He came back to Australia with the intent of getting into co-working, and by 2011 opened the first Hub in Melbourne.

"When we started, we were one of the first. We took a lease on 200 square metres of space. The building we are in now - Hub Hyde Park - has 5000 square metres. We boot-strapped for years. We moved out of our first space two years ago because it was no longer suitable for what our customers needed.

"Around 2016, in Australia and globally, something interesting evolved. More members of Hub were employees of a business than they were freelancers and entrepreneurs. As soon as that happened, co-working became about staff attraction and retention.

"Businesses will always spend more money on their teams than freelancers will spend if they are simply looking for a single desk. It's a global trend. Co-working now is more about flexibility and growing than it is about a cheap desk and trying to get things going. We still have freelancers but they're a smaller part of the community."

A typical Hub member these days will have one to four staff, and the ambition to grow. There are clients with up to 20 people and, until recently, the entire ground floor of Hub Hyde Park was rented to a tech start-up with several times that number.

National Australia Bank and Australia Post locate smaller teams at Hub when they lack suitable space of their own.

The members tend to be profitable and Krauskopf says they typically stay for longer because of the work environment. The single biggest reason why people join and stay is the ability to attract and retain staff because of the work environment.

Hub leases all of its premises. Locations are very important. They have to be close to a transport hub and accessible to many different people. Preference is given to iconic or heritage buildings, not plain vanilla, A-grade commercial office space. Part of why people want to connect to the Hub is because of the brand and the offering.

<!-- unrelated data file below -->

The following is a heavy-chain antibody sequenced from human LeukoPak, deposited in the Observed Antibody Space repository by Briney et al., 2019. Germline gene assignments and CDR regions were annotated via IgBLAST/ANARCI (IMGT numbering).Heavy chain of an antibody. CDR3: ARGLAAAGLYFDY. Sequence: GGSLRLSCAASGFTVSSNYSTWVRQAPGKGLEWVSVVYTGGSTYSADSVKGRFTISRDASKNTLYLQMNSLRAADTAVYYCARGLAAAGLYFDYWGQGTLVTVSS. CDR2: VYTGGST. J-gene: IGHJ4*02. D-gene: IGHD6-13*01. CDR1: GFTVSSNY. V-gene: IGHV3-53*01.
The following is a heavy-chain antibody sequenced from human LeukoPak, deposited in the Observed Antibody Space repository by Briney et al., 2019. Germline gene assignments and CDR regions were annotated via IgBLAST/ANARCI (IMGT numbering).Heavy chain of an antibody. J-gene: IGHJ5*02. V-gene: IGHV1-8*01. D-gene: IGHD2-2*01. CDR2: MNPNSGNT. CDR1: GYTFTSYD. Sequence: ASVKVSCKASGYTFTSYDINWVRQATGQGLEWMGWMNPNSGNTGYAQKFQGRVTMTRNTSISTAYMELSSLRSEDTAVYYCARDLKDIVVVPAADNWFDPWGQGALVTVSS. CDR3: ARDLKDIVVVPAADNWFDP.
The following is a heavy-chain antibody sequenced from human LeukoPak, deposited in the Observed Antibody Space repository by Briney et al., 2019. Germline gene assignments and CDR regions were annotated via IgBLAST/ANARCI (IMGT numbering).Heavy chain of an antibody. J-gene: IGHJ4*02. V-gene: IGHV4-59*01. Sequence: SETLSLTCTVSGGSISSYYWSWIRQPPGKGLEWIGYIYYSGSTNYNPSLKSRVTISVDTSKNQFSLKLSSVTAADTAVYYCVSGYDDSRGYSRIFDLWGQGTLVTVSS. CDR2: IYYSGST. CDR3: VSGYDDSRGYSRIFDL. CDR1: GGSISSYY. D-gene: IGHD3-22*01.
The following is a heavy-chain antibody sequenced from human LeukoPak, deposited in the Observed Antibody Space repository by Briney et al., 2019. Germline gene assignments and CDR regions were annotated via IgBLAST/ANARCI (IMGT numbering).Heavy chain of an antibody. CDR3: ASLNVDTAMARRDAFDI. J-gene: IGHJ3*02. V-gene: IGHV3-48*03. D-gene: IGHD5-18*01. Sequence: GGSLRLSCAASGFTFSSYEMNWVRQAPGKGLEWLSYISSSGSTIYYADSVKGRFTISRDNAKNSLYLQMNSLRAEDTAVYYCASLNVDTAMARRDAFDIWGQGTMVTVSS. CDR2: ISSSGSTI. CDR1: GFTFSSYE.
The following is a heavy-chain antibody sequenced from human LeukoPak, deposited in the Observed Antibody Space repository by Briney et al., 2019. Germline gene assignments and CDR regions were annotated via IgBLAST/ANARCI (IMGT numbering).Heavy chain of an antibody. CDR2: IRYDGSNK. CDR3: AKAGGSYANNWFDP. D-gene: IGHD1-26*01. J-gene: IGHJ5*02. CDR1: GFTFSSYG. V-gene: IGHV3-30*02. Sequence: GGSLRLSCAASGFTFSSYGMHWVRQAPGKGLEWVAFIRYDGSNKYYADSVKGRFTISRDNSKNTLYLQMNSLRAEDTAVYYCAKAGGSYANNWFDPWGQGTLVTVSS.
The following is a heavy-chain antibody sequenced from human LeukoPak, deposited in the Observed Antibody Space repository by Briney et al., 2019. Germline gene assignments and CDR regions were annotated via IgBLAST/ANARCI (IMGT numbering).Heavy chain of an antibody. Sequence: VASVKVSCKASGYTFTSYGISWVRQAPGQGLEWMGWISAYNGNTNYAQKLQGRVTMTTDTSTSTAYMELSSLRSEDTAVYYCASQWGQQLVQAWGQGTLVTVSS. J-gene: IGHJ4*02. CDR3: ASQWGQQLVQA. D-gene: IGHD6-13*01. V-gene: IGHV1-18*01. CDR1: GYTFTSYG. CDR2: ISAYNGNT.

A unique or iconic building allows members to differentiate. Hub Hyde Park is on lower Oxford Street in a renovated department store.

coworking hub

Similarly, Hub converted the iconic Georges department store building in Melbourne, and this year will open another opposite Parliament Station in a building that was once the city's tallest skyscraper.

Krauskopf credits a significant part of Hub's success to the adoption of a millennial mindset, just like its members.

Critical to that has been its accreditation as a certified B Corporation, a global group that requires its members to verify their social and environmental performance, transparency and accountability. B Corporation's credo is to use business as a force for good.

"B Corp holds us to account," Krauskopf says.

"We have been a member for four years, and we were the fourth B Corp in Australia. We have helped dozens of other businesses in the Hub community become B Corps.

"They are for-profit businesses but they commit to being about more than just profit. It's a very rigorous audit process to go through. You really have to think: how am I going to tick all the different boxes that will get me accredited? It took us months to work through.

"As our organisation grows, we have to adapt and evolve. How you created an impact when you were a four-person company is different to when you are a 60-person company. B Corp puts a stamp showing that we really care about more than the bottom line. There is the ability to attract and retain staff.

"They get a couple of volunteer days, and they select who we give our complementary memberships to and donate money to. It is through participation that we get our team involved on how Hub makes an impact. The customer is in the same position. They also need to attract and retain staff, so they know Hub is a community that cares."

Krauskopf started Hub with his family, and last year they tied up with boutique private equity firm Wingate to help finance their development.

Since then, they have tripled their floor space to 18,000 square metres and also their staff numbers to 60. They are committed to opening another three Hubs in the next year.

It took six months to negotiate the Wingate deal but Krauskopf says he has "never looked back. It was one of the best decisions I ever made".

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Alan Deans is senior partner at Last Word Corporate Communications, and is a former journalist and editor.